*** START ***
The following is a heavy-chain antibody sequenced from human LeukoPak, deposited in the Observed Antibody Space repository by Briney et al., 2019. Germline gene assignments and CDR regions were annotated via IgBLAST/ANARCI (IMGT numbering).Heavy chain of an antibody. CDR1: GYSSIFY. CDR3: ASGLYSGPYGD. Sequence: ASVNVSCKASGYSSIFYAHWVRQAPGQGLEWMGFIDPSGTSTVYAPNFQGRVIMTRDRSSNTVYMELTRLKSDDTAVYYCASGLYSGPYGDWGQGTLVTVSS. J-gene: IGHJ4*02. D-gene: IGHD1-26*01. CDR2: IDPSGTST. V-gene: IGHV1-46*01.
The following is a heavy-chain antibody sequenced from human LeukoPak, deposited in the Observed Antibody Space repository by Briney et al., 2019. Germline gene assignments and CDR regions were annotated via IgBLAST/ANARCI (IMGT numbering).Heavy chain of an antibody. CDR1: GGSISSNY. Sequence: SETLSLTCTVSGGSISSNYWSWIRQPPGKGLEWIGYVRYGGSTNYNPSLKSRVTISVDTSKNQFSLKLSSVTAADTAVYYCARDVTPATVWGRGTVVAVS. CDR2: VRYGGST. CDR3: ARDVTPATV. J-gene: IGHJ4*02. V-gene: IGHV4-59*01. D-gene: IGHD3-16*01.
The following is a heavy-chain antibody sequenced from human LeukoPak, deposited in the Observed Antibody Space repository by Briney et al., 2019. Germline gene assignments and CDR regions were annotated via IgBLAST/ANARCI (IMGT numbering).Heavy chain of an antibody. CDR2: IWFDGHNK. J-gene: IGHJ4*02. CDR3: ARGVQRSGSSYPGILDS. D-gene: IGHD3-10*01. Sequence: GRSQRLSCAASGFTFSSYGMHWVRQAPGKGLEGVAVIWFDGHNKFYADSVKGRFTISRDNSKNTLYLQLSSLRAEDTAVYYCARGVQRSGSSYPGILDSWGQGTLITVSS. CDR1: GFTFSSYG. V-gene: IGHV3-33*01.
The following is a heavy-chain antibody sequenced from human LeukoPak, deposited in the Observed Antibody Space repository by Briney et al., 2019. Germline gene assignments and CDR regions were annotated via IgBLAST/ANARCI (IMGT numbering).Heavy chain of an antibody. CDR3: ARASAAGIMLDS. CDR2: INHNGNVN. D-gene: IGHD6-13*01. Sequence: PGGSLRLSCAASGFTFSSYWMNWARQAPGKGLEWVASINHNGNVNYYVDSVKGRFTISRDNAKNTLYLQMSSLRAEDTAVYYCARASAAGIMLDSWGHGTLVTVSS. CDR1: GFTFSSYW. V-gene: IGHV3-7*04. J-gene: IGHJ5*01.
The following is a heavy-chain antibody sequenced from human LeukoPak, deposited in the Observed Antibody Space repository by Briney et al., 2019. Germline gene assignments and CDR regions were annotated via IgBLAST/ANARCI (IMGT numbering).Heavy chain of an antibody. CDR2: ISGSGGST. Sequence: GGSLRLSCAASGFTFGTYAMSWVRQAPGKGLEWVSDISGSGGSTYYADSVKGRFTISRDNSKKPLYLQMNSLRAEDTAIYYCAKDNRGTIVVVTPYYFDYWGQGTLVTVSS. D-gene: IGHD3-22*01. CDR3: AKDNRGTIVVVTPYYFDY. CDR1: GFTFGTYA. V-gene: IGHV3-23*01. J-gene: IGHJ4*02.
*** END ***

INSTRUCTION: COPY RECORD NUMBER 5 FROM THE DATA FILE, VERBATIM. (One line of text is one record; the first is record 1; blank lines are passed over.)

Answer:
The following is a heavy-chain antibody sequenced from human LeukoPak, deposited in the Observed Antibody Space repository by Briney et al., 2019. Germline gene assignments and CDR regions were annotated via IgBLAST/ANARCI (IMGT numbering).Heavy chain of an antibody. CDR2: ISGSGGST. Sequence: GGSLRLSCAASGFTFGTYAMSWVRQAPGKGLEWVSDISGSGGSTYYADSVKGRFTISRDNSKKPLYLQMNSLRAEDTAIYYCAKDNRGTIVVVTPYYFDYWGQGTLVTVSS. D-gene: IGHD3-22*01. CDR3: AKDNRGTIVVVTPYYFDY. CDR1: GFTFGTYA. V-gene: IGHV3-23*01. J-gene: IGHJ4*02.